Apple is the latest corporate villain in the spotlight after iPhone owners discovered their older phones had slowed down after the launch of software updates starting in 2017.
A recent Wall Street Journal article reports some iPhone users are alleging Apple mischaracterized a battery problem in response to consumer complaints about slowed processing in iPhone 6’s. Further, it did not disclose that a scheduled upgrade automatically added a feature to slow the phone down. The plaintiffs in the case claim this was done to encourage consumers to purchase newer phones. The pending class-action lawsuit could cost Apple billions.
Of course, this is nothing new; there are many examples of tech companies misleading customers for their own financial gain: Snapchat told us our photos would disappear forever, Facebook told subscribers their personal information would not be used without their permission, and Equifax waited over six months to let 145 million people know that their data had been compromised.
This type of unethical behavior is rampant in other sectors of the business world as well, and also seems to be widespread in the government sector, whether it be taking gifts, using public money for personal expenditures (travel), or bending rules to get your kids into the “right” school, as recently happened in Washington, D.C. government.
The answer to all this bad behavior? According to current wisdom—transparency.
A recent article in Fast Company expounds,
Privacy is on the decline, and transparency is the new virtue du jour … Transparency is appealing in a raw, human sort of way…people trust companies who are transparent…Transparency produces trust….A culture of transparency is the way business ought to be done.
A New Twist on an Old Concept
Transparency is not a new idea. Two of the twentieth century’s most famous anti-utopians, Aldous Huxley (Brave New World) and George Orwell (1984) wrote stories of societies in which the government used transparency as a means of total control. Today, we have turned that idea around and we think that armed with the “right” information, citizens can keep companies and governments accountable. British social theorist Louis Brandeis summarizes the philosophy of the transparency movement this way: “sunlight is the best disinfectant.”
But will transparency really fix the problem? How can it produce trust when it is based on a foundation of distrust?… I do not believe you will do the right thing unless I am watching…And the real problem is that I cannot watch you 24/7.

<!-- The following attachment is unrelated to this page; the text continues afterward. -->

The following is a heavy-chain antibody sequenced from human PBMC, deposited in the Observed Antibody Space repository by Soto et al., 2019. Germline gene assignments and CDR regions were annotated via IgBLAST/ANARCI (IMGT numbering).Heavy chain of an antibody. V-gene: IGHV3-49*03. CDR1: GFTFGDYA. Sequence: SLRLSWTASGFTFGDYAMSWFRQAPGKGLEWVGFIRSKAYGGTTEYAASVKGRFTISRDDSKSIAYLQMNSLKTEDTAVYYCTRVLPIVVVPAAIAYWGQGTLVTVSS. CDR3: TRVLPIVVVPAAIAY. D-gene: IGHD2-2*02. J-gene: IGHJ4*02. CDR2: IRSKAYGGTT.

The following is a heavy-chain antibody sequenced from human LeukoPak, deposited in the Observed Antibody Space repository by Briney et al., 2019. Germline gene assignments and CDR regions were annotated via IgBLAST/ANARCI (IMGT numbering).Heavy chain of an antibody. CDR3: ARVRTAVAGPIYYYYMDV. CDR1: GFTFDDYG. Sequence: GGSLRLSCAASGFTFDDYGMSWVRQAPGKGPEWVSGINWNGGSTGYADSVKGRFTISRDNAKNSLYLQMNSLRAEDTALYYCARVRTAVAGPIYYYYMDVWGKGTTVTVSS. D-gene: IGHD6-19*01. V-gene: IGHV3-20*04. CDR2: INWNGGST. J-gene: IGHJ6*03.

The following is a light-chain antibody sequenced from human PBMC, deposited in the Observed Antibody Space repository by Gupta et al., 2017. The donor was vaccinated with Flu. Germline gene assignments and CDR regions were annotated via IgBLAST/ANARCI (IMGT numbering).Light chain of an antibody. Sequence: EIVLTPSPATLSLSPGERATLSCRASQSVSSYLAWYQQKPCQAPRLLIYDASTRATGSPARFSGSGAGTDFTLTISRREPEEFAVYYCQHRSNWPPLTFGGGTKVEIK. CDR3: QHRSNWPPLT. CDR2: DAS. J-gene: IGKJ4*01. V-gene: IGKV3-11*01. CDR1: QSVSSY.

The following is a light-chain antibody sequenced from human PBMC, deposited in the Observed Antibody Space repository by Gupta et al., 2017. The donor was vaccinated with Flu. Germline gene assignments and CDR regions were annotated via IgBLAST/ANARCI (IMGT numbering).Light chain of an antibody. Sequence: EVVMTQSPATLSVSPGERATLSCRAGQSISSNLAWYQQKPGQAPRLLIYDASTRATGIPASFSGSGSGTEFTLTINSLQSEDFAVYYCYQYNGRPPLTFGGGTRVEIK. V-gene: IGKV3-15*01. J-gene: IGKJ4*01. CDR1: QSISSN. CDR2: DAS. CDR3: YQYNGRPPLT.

Interestingly, this idea of transparency refutes one of our current culture’s most cherished beliefs, “deep down everyone is really good.” Instead, it confirms one of Christianity’s core tenets, that of “original sin.”
The idea of original sin speaks to a universal flaw in humanity caused by Adam’s fall from grace. It was developed from the scriptures by the early church fathers, including Irenaeus and Augustine, and later confirmed by the reformers.
For example, John Calvin, in his Institutes of Christian Religion, defined original sin as:
Original sin, therefore, seems to be a hereditary depravity and corruption of our nature, diffused into all parts of the soul, which first makes us liable to God’s wrath, then also brings forth in us those works which Scripture calls “works of the flesh” (Gal 5:19). And that is properly what Paul often calls sin. The works that come forth from it—such as adulteries, fornications, thefts, hatreds, murders, carousings—he accordingly calls “fruits of sin” (Gal 5:19–21), although they are also commonly called “sins” in Scripture, and even by Paul himself.
We know as Christians that God’s answer to this problem of “original sin” is only found in the saving grace of his son Jesus Christ and the work of the Holy Spirit in our lives. So, how do we live and work in this fallen world?
Choosing Integrity over Mere “Transparency”
Transparency is a poor substitute for God’s answer to this problem, the virtue of integrity.
In many ways, integrity is the very opposite of transparency. It can be defined as doing the right thing when no one is watching. Integrity is not only what people see; it is who you are. Integrity is a determination of the heart to do the right thing no matter what. It is not something we do; it is what we become.
Integrity is about becoming the person God has called you to be. Oswald Chambers once wrote, “It is never ‘do, do’ with the Lord, but ‘be, be,’ and he will ‘do’ through you.”
As Christians, we are called to live lives of integrity in front of God and our neighbor. As Jesus taught, “…let your light shine before others, that they may see your good deeds and glorify your Father in heaven” (Matt. 5:16). When we do this, we have a huge influence on those around us. John Maxwell observed: “You build trust with others each time you choose integrity over image, truth over convenience, or honor over personal gain.”
And, as Christians, we have to take some of the responsibility for all the corruption in the business and government sectors. Over the last century, we have not been the examples of integrity in the workplace that we were supposed to be. We reasoned that work was secular and something that God did not care about, so we worked just like everyone else around us.
How can you and I become men and women of integrity, truly becoming salt and light in the places where we work?
We can start by heeding the Apostle James’s advice, “Do not merely listen to the word, and so deceive yourselves. Do what it says” (James 1:22).
Remember the Wizard of Oz who was exposed as just the “man behind the curtain”? It wasn’t transparency that changed his behavior, it was a changed heart to do the right thing.
We, too, need to go beyond “transparency,” which can be corrupted and selective, to integrity.
Photo: KaptainKobold via Flickr (CC BY-NC-SA 2.0)